Justice and Due Process

We Suck at Bail

This op-ed was originally published in City Weekly on December 21st, 2022.

Utah is terrible at deciding who should be kept in jail prior to trial.

Over a third of all people who are released prior to trial will fail to appear in court at least once. Those who fail to appear tend to do so repeatedly, averaging 3.5 missed court hearings each. Each time they do so they delay justice for victims and waste court and police resources. 

Missing court isn’t the only problem. More than a third of those who are released will commit an offense while their original case is still pending. On average, those who commit a new crime pick up 4.7 new charges. 

Because people are legally innocent until proven guilty, they should generally not be kept in jail unless and until they are found guilty. However, the justice system owes a duty not only to defendants, but also to the public. If someone has factually committed a crime and there is a strong likelihood that he will continue victimizing others, something should be done to mitigate that risk. 

This isn’t to say that the only options are releasing the accused or keeping him in jail until trial. Courts can release people with conditions. Those conditions can be financial—monetary bail is granted—or nonfinancial—a judge can order someone to wear a GPS monitor, have no contact with an alleged victim, etc.

Unfortunately, those tools are either inherently ineffective or are not being applied correctly. Of those released with a financial condition, 40 percent still miss at least one court hearing. This holds true for 30 percent of those released with nonfinancial conditions and 34 percent of people released without any conditions. The numbers regarding crimes while on pretrial release are equally abysmal. Nearly 40 percent of those released with a financial condition will commit a crime as will 27 percent of those released with nonfinancial conditions and 39 percent of those released with no conditions. 

Clearly, we are terrible at predicting the future. Currently, judges are making decisions using a Public Safety Assessment (PSA). The PSA attempts to quantify the risk that a defendant will fail to appear or commit a new crime. It considers nine simplistic factors relating to criminal history and prior failures to appear and assigns a score between one and five. Conditions are then recommended: Level 1: remind the defendant of court and call once a month; Level 4: electronic monitoring and/or drug testing.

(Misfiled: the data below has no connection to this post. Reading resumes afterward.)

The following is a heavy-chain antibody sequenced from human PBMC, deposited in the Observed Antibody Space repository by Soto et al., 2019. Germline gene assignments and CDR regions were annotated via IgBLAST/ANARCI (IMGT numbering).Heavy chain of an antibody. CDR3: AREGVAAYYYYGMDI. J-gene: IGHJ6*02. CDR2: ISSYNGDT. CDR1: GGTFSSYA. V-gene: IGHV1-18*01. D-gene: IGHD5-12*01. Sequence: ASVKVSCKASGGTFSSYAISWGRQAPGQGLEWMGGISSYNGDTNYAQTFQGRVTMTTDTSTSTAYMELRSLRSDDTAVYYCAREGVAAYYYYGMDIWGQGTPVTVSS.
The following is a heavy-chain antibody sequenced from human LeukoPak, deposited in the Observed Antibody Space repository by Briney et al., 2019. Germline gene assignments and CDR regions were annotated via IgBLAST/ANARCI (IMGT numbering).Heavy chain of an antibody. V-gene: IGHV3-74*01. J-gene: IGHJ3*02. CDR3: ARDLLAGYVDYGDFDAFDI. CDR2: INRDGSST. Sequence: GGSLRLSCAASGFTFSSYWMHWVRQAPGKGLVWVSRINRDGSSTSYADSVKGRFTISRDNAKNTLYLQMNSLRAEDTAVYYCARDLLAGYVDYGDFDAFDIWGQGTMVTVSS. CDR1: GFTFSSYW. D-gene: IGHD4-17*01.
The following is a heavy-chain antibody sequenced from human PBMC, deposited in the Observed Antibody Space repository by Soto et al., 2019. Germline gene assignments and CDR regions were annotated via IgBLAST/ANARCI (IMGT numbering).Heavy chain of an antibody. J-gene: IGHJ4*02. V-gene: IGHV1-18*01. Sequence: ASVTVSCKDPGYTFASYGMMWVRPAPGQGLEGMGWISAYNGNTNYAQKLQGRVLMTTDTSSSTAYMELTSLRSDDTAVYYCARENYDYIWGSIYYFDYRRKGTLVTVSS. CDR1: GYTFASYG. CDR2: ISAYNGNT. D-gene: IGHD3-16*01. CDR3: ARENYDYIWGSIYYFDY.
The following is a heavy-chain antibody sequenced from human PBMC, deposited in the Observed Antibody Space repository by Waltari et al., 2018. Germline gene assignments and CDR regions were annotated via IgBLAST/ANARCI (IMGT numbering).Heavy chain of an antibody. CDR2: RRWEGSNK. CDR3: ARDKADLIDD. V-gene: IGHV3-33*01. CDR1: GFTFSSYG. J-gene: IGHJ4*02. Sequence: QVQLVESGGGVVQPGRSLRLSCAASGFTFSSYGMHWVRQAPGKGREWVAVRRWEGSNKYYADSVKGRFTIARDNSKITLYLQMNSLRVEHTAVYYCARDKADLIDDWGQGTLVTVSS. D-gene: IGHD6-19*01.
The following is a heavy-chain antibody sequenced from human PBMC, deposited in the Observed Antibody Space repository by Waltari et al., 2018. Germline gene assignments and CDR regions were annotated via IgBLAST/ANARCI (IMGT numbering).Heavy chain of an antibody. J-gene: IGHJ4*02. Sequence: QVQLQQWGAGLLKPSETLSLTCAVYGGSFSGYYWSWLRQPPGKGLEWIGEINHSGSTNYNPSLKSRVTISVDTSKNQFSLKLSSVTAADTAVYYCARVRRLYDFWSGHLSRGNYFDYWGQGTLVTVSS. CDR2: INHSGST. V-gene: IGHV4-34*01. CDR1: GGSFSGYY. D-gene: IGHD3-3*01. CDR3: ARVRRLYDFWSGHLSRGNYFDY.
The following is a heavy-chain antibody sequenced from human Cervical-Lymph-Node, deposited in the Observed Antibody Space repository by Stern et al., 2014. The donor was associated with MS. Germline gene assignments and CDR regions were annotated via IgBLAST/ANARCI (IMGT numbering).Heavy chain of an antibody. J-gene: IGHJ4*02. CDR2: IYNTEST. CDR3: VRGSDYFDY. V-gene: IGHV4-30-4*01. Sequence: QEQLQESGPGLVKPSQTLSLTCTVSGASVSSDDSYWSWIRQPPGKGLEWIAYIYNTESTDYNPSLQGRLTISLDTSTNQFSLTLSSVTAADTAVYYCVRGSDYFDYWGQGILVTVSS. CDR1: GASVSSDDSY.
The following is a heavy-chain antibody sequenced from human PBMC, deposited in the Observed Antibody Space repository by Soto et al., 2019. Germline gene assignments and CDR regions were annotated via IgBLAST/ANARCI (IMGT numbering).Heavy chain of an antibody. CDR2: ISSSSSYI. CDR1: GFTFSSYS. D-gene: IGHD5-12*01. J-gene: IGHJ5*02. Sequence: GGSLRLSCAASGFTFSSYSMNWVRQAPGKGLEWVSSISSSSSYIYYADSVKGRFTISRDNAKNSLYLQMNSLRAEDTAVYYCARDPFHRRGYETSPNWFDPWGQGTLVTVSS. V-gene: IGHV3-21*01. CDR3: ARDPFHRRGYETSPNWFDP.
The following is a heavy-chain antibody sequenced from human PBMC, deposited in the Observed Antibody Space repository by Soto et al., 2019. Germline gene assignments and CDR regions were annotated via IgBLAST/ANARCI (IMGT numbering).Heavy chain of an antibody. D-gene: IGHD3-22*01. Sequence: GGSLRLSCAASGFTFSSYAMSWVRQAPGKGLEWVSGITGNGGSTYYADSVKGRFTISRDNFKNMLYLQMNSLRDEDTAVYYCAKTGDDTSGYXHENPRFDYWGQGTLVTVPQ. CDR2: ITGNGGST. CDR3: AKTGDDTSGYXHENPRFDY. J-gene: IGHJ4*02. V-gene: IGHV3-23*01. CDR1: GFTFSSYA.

This approach is too simplistic. Many other factors are at play. If a defendant doesn’t have a stable residence, judges may need to make alternative arrangements for notifying him of hearings. If someone is an alcoholic, he might need continuous alcohol monitoring to prevent additional episodes of driving drunk. And if someone keeps breaking into cars every time they are granted pretrial release, there may be no way to protect the public other than keeping him in jail. The PSA might be informative, but judges need to consider other factors and tailor conditions to address those specific concerns. There also needs to be meaningful consequences for missing court and continuing criminal behavior. This is apparently lacking now given that defendants are failing to appear multiple times. 

Given the data above, it’s clear that what we are currently doing isn’t working. Unfortunately, the current data isn’t granular enough to help us formulate a solution. It doesn’t tell us what types of crime defendants are committing while on pretrial release. It doesn’t tell us if there are any patterns that would help us better predict continued criminal behavior and failures to appear. 

When Utah’s Justice Reinvestment Act (JRI) passed in 2015, it promised evidence-based solutions. But in the seven years since it has been implemented, we have failed to gather data that would make this possible. Instead, we’re still operating based on anecdotes, gut feelings, and inaccurate prediction tools. It’s time we put the “investment” in JRI and gather the evidence needed to make better decisions. Maximizing liberty for defendants who have not yet been proven guilty while keeping the community safe from continued crime are too important to leave to chance.